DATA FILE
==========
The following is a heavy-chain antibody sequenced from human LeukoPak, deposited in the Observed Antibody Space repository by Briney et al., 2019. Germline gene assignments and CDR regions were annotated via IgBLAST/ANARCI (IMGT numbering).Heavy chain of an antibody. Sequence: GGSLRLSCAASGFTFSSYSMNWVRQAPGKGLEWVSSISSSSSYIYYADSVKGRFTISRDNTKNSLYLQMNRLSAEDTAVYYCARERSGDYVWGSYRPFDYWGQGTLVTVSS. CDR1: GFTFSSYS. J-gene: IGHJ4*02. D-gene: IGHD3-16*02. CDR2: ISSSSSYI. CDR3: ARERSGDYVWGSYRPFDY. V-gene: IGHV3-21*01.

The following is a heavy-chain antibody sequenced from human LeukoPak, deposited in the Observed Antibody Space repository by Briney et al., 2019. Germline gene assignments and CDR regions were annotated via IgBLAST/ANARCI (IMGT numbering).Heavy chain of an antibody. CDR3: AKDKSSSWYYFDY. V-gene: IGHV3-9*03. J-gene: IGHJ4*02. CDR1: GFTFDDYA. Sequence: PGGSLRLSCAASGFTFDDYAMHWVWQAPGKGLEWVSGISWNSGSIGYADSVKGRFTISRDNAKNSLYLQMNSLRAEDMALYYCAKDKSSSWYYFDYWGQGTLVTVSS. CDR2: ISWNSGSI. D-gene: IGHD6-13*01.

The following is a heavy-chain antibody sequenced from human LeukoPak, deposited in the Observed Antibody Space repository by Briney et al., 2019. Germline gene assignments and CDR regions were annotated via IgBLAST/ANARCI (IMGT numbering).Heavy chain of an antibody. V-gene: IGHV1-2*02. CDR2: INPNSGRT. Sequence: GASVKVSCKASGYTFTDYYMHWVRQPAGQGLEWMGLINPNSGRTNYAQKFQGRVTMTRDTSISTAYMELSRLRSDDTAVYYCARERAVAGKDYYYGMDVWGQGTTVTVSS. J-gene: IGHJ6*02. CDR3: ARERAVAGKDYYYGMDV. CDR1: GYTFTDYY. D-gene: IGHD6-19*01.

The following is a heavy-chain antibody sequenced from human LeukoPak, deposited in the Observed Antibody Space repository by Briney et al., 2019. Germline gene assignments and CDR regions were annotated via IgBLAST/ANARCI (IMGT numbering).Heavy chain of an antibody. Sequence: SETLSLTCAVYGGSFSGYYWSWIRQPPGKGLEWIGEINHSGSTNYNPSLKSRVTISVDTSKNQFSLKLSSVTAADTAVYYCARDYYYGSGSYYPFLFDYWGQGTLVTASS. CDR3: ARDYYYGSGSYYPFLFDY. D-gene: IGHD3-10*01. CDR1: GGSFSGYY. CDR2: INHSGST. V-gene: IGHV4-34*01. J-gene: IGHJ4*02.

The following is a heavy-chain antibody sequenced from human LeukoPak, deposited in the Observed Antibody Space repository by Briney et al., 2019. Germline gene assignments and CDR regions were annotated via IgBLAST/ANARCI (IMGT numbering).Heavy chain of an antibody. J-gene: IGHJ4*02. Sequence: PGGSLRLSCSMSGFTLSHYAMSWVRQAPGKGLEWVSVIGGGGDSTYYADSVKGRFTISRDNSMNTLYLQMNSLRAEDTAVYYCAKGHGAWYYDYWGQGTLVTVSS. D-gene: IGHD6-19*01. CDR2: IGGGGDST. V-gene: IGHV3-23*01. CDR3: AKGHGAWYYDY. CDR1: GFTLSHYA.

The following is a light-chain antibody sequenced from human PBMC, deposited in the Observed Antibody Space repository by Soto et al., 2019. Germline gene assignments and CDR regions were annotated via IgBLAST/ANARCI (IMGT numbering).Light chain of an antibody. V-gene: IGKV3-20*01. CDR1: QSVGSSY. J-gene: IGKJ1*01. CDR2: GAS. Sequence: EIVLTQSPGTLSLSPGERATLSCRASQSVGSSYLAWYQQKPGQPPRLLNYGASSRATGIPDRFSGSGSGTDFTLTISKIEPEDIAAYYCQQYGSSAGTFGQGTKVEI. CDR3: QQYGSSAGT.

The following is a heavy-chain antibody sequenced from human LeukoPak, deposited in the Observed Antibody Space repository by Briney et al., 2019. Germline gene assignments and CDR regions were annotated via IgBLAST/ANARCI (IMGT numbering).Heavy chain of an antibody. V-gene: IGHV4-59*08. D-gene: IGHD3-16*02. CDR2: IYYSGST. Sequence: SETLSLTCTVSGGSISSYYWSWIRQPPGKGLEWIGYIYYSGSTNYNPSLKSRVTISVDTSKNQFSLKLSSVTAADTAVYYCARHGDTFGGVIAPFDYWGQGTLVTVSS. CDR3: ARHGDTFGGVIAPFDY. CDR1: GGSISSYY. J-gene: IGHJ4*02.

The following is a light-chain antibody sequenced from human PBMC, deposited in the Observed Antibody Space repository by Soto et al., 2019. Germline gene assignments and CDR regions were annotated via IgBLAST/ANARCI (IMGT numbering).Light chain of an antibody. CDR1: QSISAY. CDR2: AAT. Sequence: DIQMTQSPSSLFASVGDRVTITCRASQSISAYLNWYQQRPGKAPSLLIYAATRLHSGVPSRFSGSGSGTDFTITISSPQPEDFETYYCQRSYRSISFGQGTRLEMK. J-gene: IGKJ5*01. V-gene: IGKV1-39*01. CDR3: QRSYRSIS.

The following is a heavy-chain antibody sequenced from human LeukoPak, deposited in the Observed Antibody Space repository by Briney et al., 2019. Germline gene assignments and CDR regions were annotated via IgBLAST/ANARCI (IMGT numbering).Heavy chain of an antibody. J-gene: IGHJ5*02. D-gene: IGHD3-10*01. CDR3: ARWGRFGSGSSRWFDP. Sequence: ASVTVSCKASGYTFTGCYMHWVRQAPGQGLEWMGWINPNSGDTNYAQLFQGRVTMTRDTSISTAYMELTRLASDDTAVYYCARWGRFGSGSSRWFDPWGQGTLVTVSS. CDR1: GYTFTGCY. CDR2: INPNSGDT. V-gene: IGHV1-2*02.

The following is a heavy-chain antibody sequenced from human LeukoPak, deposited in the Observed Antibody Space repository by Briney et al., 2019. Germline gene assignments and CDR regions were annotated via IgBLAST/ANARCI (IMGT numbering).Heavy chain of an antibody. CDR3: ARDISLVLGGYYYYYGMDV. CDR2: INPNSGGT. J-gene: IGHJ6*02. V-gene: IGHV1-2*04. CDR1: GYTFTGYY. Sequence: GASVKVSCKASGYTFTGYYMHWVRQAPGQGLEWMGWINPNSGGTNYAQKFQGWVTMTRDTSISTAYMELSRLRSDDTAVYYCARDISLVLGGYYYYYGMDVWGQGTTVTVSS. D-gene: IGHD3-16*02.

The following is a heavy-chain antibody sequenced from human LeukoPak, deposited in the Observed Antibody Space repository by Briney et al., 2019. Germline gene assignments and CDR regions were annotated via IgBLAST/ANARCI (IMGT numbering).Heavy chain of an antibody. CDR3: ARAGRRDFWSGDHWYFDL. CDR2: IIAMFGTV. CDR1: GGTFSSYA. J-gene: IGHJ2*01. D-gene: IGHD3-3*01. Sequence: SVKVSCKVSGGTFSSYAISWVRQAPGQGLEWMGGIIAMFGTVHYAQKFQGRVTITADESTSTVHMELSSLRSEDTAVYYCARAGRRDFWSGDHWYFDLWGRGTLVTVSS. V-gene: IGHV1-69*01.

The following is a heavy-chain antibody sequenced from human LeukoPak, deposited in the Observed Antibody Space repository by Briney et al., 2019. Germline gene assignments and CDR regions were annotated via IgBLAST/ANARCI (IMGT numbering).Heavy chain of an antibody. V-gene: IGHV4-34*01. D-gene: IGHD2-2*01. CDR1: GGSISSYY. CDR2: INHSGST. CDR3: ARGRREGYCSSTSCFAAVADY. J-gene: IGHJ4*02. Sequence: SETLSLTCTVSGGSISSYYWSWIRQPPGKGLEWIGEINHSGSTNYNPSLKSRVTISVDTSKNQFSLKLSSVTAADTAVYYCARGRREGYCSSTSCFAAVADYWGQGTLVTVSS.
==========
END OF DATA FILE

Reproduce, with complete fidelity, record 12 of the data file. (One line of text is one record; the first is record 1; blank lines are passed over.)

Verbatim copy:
The following is a heavy-chain antibody sequenced from human LeukoPak, deposited in the Observed Antibody Space repository by Briney et al., 2019. Germline gene assignments and CDR regions were annotated via IgBLAST/ANARCI (IMGT numbering).Heavy chain of an antibody. V-gene: IGHV4-34*01. D-gene: IGHD2-2*01. CDR1: GGSISSYY. CDR2: INHSGST. CDR3: ARGRREGYCSSTSCFAAVADY. J-gene: IGHJ4*02. Sequence: SETLSLTCTVSGGSISSYYWSWIRQPPGKGLEWIGEINHSGSTNYNPSLKSRVTISVDTSKNQFSLKLSSVTAADTAVYYCARGRREGYCSSTSCFAAVADYWGQGTLVTVSS.